Supreme Court Decides Case About Arbitration in Employment Cases

Unpaid wage and overtime lawsuits are often brought as class actions or collective actions. This way, many employees can band together and use the power of numbers to take on powerful corporations. But, on May 21, 2018, The U.S. Supreme Court practically slammed its doors directly in employees’ faces while providing an easy escape route for employer’s to violate workers’ rights.

Because lawsuits can be time consuming and costly, many employers require their employees to sign arbitration agreements. Arbitration agreements require employees to use private arbitration to litigate workplace disputes. Further, these agreements sometimes require that employees may only start an arbitration on an individual basis, not a class wide basis.

The issue in Epic Systems Corp. v. Lewis, was whether arbitration provisions allowing class and collective actions to be waived, were enforceable. Starting in 2012, the National Labor Relations Board (“NLRB”) decided on multiple occasions that class action waivers incorporated in arbitration agreements violated the National Labor Relations Act (“NLRA”) because it prevented employees from engaging in certain actions which are explicitly allowed under Section 7 of the NLRA.

Specifically, Section 7 grants employees the right “to bargain collectively through representation of their own choosing and to engage in other concerted activities for the purpose of collective bargaining or other mutual protection.”

In a 5-4 decision, the U.S. Supreme Court disagreed with the NLRB’s decisions and held that class action waivers are enforceable. The Epic decision, gave employers the green flag to not only include these waivers, but also force employees to sign them. Signing this agreement, however, provides employers with a substantial amount of power while resulting in a harsh blow to the workers’ rights.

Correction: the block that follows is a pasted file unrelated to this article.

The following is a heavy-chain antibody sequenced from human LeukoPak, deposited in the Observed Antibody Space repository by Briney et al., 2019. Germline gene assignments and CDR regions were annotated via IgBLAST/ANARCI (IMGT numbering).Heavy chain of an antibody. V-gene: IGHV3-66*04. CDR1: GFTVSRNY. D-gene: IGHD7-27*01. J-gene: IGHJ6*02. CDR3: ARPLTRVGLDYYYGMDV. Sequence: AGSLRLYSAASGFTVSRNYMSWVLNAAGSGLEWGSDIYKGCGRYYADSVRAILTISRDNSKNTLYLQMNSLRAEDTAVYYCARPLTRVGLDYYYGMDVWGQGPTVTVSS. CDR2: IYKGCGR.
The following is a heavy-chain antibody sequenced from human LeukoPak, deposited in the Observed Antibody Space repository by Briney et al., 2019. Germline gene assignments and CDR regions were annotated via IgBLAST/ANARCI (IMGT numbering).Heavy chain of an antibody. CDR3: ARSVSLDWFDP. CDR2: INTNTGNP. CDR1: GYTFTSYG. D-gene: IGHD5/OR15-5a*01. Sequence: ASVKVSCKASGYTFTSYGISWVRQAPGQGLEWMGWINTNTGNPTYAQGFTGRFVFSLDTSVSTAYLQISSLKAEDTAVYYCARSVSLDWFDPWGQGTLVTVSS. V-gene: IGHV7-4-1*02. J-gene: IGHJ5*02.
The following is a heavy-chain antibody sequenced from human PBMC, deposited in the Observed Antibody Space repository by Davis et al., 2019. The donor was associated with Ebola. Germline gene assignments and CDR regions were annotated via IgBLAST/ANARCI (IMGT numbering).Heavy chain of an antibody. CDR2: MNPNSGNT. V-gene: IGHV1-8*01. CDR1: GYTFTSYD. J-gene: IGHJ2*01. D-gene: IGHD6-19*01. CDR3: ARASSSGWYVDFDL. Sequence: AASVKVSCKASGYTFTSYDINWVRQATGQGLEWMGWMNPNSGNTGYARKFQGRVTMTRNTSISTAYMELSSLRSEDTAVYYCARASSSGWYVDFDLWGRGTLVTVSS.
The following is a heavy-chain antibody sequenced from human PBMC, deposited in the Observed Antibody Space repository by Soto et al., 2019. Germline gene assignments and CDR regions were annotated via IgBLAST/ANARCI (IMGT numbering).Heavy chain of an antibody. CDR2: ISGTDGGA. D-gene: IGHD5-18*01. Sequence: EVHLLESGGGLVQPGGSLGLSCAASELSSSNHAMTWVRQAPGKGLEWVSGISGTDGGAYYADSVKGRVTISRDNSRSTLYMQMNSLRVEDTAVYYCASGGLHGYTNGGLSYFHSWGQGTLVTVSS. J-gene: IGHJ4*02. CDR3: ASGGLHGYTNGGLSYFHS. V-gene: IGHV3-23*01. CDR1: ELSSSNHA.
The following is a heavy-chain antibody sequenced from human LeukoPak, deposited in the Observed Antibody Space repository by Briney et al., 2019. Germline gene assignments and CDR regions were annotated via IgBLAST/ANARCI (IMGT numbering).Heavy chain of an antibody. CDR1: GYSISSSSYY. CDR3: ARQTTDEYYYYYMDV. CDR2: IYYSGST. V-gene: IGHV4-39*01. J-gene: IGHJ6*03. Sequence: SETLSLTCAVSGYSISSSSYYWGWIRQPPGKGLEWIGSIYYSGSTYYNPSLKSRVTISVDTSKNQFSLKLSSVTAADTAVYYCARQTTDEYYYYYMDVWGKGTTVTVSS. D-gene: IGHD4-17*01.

Justice Neil Gorsuch wrote the majority decision in Epic and held that the NLRA does not overrule the federal arbitration law. Accordingly, the court decided that these arbitration agreements are enforceable.

Recently, after seeing a rise in certain workplace related claims, employers have started to demand that workers sign arbitration agreements and forfeit their rights to file claims through court or with other employee’s as a class in arbitration even when other employee’s suffered a similar injury. Thus, the only option left for employee’s who have entered into these agreements is to proceed individually in an arbitration proceeding.

The addition of this clause is a strategic move for employer’s because it tends to dissuade employees, from filing a claim, especially those who may not have a substantial amount of damages, because employment attorneys may be reluctant to the case.

Although proceeding through arbitration has certain benefits including being a faster and cheaper alternative to litigation, it does not provide employees with the proper tools necessary to ensure a resolution that will likely be in the employee’s best interest.

Indeed, Justice Ginsburg’s powerful dissent stated that the decision was going to result in the “under enforcement of federal and state statutes designed to advance the well-being of vulnerable workers.” Notably, she pointed out the importance of there being strength in numbers and mentioned that the Court’s decision in preventing employees from joining together to fight for better terms and conditions of employment leaves employees “disarmed in dealing with an employer.” Overall, she characterized the Epic decision as “egregiously wrong” and a “destructive result.”

In sum, the Supreme Court’s pro-employer decision has kicked employee rights to the side while allowing employers to escape liability. In light of the #MeToo movement, the effect of the Court’s decision in Epic is going to likely silence a number of sexual harassment victims who through this movement, recently started to gain the strength to come forward. This decision has only silenced employees’ rights leaving an already vulnerable class to fend for themselves.

Due to the lasting implications this decision will have on workers, it is crucial that employees meticulously review any type of agreement before agreeing to sign. Otherwise, the fine print may trick an employee and he or she may inadvertently make an irreversible decision.

The Long Island employment lawyers at Famighetti & Weinick, PLLC are experienced in reviewing employment agreements. If you have any questions about your employment agreement or about arbitration, contact a Long Island employment lawyer at Famighetti & Weinick at 631-352-0050. Our website is

Today’s Long Island employment law blog was written by law clerk Thalia Olaya.

Employment agreements and arbitration of employment disputes

Employment agreements and arbitration of employment disputes

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